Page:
A range of paintings hang on the wall.
Artwork made by people using the PACE (People Advocating for Change through Empowerment) mental health and addictions programming hangs on the walls of the building. (Logan Turner/CBC)

But the missed deadline points to the burden she carries, and capacity challenges within many of the organizations providing critical outreach services that are held together with a shoe-string budget, McKinnon added.

"I don't want to call down our funders, because they're there for us. It's just — and I've had my other agency heads say the same thing — it's unfortunate that we have to apply for funding [every year] in order to keep people safe in Thunder Bay."

Concerns about planning for cold weather

Leading up to this winter especially, a number of agencies expressed concerns about not receiving funding announcements early enough to plan for the cold weather.

Bill Bradica says there may have been some confusion with application processes because of changes to the funding streams, with "some of the organizations not applying until much later in the year."

A man wearing a grey suit and an orange shirt stands outside in the winter and smiles at the camera.
Bill Bradica is the chief administrative officer for the Thunder Bay District Social Services Administration Board, which distributes and manages funding for a number of social services in the region. (Logan Turner/CBC)

Bradica is the chief administrative officer with the Thunder Bay District Social Services Administration Board (TBDSSAB). The board hands out the social services relief fund, which ends this December, and the homelessness prevention program, which is a new amalgamated provincial funding stream that started this year.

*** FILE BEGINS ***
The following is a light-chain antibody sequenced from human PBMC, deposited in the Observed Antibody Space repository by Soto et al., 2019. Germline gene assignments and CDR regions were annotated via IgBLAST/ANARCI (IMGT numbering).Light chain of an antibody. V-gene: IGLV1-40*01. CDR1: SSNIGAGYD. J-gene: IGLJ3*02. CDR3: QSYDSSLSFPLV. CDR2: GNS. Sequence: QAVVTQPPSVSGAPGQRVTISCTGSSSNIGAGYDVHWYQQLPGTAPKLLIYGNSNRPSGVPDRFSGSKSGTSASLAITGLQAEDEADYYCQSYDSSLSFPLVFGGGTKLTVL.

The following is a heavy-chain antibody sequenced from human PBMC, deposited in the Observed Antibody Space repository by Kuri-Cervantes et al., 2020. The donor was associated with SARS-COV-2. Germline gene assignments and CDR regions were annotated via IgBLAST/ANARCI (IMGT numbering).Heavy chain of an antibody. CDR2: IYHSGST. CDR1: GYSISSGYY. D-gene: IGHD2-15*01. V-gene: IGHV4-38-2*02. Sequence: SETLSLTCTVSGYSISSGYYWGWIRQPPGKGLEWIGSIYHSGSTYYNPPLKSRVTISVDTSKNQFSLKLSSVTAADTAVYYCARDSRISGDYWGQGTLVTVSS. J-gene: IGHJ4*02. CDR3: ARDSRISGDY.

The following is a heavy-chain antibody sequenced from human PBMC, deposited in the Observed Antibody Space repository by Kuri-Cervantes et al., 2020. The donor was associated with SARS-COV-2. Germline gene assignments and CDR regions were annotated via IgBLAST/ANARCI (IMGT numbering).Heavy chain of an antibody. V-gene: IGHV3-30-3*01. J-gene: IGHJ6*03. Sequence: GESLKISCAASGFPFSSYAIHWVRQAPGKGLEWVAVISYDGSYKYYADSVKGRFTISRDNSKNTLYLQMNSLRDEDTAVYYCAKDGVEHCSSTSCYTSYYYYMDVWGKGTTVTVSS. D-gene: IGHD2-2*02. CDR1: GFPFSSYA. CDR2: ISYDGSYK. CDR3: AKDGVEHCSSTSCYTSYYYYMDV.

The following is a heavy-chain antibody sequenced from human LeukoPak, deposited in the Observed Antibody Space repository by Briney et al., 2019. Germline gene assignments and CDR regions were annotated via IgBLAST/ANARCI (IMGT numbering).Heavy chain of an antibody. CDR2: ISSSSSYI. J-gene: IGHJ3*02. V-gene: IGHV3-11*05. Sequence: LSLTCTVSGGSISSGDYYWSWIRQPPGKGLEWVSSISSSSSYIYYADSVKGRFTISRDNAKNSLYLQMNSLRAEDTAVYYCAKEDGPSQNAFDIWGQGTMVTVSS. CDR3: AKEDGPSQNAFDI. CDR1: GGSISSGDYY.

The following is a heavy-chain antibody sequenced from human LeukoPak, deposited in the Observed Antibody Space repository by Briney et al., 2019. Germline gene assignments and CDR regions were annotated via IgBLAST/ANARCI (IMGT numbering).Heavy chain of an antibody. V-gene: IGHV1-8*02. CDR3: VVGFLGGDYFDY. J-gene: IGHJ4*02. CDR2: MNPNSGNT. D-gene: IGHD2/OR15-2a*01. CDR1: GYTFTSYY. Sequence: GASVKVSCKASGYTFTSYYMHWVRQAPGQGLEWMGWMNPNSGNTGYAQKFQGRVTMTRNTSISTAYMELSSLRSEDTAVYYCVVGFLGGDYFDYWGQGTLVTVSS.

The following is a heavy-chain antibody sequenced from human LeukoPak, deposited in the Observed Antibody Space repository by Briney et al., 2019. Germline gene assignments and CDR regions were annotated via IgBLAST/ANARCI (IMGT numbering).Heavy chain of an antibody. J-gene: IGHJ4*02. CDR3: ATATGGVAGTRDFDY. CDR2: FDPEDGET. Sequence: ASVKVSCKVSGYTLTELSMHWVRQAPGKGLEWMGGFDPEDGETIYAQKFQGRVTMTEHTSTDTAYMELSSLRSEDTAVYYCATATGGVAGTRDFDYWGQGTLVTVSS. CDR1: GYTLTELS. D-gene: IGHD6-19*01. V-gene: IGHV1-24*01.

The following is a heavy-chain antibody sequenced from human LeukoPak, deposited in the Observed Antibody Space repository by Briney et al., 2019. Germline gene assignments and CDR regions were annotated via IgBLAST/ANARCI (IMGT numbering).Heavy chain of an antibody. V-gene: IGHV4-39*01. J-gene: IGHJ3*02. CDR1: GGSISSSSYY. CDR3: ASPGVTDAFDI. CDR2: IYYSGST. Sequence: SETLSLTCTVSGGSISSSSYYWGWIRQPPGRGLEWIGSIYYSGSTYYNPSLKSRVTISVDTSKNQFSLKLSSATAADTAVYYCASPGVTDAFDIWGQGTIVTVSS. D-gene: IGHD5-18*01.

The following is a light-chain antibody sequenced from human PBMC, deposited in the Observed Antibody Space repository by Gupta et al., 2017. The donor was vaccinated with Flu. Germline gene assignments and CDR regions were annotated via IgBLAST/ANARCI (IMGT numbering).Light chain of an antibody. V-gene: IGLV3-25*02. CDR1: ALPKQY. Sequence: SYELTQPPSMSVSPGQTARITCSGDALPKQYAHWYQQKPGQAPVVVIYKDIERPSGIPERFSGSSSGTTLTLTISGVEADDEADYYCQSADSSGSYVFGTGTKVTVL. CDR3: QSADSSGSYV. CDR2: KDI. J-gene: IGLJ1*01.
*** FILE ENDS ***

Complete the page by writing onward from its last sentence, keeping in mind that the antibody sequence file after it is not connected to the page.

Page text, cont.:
He added there are two key reasons why organizations have to keep reapplying for the money to run their programs.

Funding from the province is not guaranteed from year to year, Bradica said, so while they usually know what their funding allocations will be for the next three years for planning purposes, they still don't know what their budget will look like come April.

There is more transitional, supportive and affordable housing currently being built in the Thunder Bay district, Bradica added, which he says will hopefully reduce the need for these short-term emergency measures.

"Eventually, things like warming centres, food banks and emergency shelters will no longer be needed because we will get to a point where people will actually have a more permanent place to live," he said.

As an example, Bradica pointed to Ontario's recent announcement of about $400,000 for Dilico Anishinabek Family Care to convert an office building into a 10-unit youth transitional home, and about $1.3 million for Matawa First Nations Management to construct six two-bedroom affordable housing units.

"They're relatively small announcements, but we've had a number of them that are more capital [projects] and there is supportive money attached," Bradica said.

In the meantime, Bradica says they will continue to fund emergency supports in the city. He added the TBDSSAB expects to make a funding announcement shortly for more emergency services operating this winter.